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    I agree with 1. chamber empty and safety off. Run the action, the shotgun is ready. Often times called "cruiser ready". As for 2. fill the mag tube to capacity the spring will not wear out compressed and static. It's just like the spring in a pistol mag, cycling causes wear.

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    Cruiser ready. Full tube of #4 buck shot with slugs in the saddle.
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  5. #4
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    Springs don't care if they are compressed or relaxed, it's the flexing that fatigues them. Fill the tube, leave the chamber empty.
    Be careful of people who brag about who they are - a lion will never have to tell you who he's a lion.

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    VIP Member Array Chuck R.'s Avatar
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    I'll break with the 'norm'.

    When I kept a shotgun "at the ready" it was Condition 1 in a V-Line Long Gun Vault. I kept my Benelli M1S90 with 1 round chambered, 1 round on the feed tray and 6 rounds in the mag tube (mag capacity is 7). All of the loads in the gun were #1 Buck, on the buttstock carrier I kept 6 rounds of HORN TAP OO with the flight control wad.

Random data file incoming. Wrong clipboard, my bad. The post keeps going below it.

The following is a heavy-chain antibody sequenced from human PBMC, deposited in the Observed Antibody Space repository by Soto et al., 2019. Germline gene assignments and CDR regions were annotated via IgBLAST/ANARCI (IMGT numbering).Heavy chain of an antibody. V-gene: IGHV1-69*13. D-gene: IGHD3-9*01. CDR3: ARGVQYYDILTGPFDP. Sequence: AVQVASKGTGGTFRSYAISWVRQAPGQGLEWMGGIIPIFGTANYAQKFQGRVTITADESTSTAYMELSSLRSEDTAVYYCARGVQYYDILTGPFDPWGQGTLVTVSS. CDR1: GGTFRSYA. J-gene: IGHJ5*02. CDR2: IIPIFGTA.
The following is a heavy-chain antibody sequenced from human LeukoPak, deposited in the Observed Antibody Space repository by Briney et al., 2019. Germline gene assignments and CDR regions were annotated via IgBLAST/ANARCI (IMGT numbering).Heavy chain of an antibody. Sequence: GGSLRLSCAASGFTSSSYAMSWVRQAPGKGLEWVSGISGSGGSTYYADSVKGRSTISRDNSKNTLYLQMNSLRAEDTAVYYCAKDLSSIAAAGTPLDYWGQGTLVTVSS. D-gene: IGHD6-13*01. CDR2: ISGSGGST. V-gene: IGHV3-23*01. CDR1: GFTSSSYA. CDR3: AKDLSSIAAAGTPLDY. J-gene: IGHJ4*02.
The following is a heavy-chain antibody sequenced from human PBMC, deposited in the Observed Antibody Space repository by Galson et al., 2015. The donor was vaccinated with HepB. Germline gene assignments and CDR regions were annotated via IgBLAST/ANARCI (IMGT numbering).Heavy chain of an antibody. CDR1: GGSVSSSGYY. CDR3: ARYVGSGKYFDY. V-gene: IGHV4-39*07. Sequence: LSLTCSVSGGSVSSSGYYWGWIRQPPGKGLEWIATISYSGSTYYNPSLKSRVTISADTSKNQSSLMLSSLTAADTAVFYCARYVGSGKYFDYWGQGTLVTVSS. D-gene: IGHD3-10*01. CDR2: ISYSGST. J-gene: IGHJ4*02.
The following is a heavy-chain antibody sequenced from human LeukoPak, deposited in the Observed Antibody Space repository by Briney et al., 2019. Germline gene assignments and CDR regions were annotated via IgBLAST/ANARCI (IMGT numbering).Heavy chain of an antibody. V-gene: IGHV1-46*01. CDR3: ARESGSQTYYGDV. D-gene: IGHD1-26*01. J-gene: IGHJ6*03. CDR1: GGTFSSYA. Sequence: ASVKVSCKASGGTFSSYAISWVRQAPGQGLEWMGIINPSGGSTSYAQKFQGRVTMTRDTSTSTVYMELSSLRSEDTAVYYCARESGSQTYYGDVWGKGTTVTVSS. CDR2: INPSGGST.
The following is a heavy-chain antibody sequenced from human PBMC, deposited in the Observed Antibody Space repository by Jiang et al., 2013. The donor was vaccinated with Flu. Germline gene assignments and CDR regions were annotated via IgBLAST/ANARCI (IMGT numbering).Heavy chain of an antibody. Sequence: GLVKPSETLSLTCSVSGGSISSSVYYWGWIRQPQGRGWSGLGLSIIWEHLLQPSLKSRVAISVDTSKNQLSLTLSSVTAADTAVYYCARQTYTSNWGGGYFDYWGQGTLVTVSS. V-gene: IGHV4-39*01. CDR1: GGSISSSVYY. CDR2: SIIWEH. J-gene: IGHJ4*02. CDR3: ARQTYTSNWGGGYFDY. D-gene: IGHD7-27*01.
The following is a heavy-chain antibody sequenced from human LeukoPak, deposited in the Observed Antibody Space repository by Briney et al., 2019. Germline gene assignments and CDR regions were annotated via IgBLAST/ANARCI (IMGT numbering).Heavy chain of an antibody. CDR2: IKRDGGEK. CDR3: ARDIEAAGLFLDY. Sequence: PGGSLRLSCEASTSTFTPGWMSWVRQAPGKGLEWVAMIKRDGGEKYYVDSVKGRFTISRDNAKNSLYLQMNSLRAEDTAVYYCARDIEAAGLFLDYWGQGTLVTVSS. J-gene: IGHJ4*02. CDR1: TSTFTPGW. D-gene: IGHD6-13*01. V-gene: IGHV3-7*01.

Rationale: Not a fan of racking anything, I like to keep all of my HD stuff in the same readiness condition. This is in part due to my wanting my HD guns readily available to my other family members. Due to their varying levels of training/practice a simple user interface is better. This is also the reason I've gone from a shotgun to an AR, the ability to train/practice was better, no issues with recoil. I don't sweat the"drop safe" as long as the weapon is securely stored and that's where the V-Line comes in. IF I was worried about it I'd end up wandering the KS prairie yearly chasing roosters in Condition 3, and that's just not a recipe for success.